Tuesday, August 5, 2008

New study reveals instant messaging reduces interruption, plus workplace IM etiquette

If you think instant messaging at work is distracting and lowers employee productivity, think again. A new study from researchers at Ohio State University and University of California, Irvine actually found the exactly the opposite to be true.

Before the study, many researchers and business professionals believed that if given instant messaging, workers would use it on top of emails and phone conversations, increasing interruption and lowering productivity.

Instead, researchers found that workers who used instant messaging on the job reported less interruption than coworkers who did not. Instant messaging was often used as a substitute for the phone and email, decreasing workplace disruption.

“We found that the effect of instant messaging is actually positive. People who used instant messaging reported that they felt they were being interrupted less frequently,” said Ohio State researcher Kelly Garrett in ScienceDaily.

Researchers found that most workers would use instant messaging to see if a coworker was busy, before interrupting them at their desk, and to get quick answers to simple questions. Instant messaging gave employees more control over workplace communication by showing others when they are available or not. It also allows workers to postpone conversations and ignore or dismiss unimportant messages, with little distraction.

If you’re thinking about adopting instant messaging in the office or already use it, be sure to train employees on correct workplace instant messaging etiquette. Here are a few key points to remember:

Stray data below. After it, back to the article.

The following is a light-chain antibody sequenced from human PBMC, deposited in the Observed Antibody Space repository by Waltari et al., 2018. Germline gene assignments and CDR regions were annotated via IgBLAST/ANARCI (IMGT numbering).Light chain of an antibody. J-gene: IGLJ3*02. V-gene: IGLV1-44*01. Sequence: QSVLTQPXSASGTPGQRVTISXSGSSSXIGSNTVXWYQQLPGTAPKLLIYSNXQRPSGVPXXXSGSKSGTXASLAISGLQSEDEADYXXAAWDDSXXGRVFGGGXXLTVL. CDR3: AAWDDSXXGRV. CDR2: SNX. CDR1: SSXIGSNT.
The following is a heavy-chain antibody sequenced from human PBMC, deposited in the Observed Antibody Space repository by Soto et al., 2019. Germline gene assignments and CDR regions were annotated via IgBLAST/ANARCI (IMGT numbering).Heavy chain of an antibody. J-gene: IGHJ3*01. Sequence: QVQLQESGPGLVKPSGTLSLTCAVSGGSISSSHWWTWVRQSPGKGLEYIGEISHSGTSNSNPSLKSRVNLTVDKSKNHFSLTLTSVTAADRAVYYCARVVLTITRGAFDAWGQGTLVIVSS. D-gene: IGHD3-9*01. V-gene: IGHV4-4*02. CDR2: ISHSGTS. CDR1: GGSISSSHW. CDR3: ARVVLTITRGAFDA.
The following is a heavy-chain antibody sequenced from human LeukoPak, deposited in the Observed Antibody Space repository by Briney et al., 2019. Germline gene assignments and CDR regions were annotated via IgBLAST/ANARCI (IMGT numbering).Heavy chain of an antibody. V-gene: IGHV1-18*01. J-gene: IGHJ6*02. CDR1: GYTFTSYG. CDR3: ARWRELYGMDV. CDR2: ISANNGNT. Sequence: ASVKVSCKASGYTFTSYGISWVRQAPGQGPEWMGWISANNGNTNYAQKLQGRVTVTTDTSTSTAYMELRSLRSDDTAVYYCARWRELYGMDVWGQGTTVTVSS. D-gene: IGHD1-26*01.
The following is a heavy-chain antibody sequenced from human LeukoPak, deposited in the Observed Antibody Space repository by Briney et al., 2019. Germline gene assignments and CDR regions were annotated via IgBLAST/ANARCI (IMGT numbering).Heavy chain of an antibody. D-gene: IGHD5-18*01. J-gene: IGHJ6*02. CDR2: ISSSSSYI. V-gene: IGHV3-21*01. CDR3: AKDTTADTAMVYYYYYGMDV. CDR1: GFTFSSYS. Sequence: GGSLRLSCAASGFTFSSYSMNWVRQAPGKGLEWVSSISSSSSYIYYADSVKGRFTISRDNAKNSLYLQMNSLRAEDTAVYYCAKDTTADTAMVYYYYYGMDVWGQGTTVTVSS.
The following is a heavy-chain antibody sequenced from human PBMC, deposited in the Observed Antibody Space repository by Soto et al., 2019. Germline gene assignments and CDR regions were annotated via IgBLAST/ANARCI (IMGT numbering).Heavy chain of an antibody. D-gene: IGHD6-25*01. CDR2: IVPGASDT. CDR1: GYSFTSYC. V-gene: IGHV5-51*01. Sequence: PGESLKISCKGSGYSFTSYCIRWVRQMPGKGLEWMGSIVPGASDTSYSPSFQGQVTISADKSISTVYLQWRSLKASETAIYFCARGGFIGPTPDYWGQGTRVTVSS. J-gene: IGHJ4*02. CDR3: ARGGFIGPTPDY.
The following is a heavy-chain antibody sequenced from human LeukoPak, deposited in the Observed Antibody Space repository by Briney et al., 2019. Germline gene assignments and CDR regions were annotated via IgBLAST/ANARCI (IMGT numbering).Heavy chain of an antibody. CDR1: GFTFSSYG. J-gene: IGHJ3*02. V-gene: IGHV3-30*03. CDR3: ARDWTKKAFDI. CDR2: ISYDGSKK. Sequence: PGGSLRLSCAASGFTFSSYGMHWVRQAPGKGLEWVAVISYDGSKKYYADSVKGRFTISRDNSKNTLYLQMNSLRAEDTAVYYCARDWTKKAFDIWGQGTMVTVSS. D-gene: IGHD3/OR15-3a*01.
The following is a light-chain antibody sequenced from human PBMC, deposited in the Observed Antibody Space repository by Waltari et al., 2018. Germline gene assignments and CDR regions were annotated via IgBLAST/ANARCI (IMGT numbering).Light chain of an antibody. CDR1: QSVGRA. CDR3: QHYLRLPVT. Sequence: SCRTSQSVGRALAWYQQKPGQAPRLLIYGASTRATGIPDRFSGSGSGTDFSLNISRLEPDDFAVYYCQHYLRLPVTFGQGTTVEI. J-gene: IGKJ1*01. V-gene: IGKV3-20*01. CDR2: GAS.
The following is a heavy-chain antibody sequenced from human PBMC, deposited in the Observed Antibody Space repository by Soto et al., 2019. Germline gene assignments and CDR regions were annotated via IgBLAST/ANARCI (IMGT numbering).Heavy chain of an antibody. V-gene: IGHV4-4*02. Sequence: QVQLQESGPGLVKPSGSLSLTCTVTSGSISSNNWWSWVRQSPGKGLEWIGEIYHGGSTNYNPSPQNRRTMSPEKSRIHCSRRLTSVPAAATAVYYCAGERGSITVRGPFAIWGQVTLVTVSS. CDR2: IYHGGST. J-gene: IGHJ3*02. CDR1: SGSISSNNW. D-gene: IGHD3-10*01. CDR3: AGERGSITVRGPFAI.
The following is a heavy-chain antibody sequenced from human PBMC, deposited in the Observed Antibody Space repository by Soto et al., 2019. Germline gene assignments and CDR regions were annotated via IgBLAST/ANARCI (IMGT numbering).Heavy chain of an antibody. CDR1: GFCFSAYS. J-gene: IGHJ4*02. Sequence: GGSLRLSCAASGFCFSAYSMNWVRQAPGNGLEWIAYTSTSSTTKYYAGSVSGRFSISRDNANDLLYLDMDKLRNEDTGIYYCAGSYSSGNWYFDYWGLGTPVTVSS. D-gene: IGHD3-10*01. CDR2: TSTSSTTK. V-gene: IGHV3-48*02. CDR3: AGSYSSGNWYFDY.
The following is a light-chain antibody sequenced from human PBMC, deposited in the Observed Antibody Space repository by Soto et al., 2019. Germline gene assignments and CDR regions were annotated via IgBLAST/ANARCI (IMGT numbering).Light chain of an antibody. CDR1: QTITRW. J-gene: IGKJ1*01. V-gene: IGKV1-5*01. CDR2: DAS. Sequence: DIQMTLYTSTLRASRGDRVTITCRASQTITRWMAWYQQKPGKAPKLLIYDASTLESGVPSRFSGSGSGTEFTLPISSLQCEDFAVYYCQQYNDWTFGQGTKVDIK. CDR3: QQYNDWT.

• Knock first. Ask if the person is available before interrupting them with a detailed question. Simply ask “Are you available to chat?”

  • Keep it short. Instant messaging is meant to be brief. If your message requires more than about two lines of text, maybe you should consider moving your conversation to the phone or email.

  • Take your time. Your coworker may not be as fast of a typist as you, so give them enough time to respond before sending another question.

  • Use away messages. Going to be in a meeting for the next hour? Put up an away message that tells everyone you’re away from your desk, so everyone knows when you’re available again.

  • Mind your manners. Don’t say anything in an instant message that you wouldn’t put in an office email or say over the phone. Remind employees that IMs sent from office computers should follow workplace communication policies regarding offensive language and improper conversation topics.

How employees choose to use instant messaging will determine the effect it will have on productivity. If everyone agrees to follow a few rules, instant messaging can enhance employee communication, reduce distractions and improve productivity.

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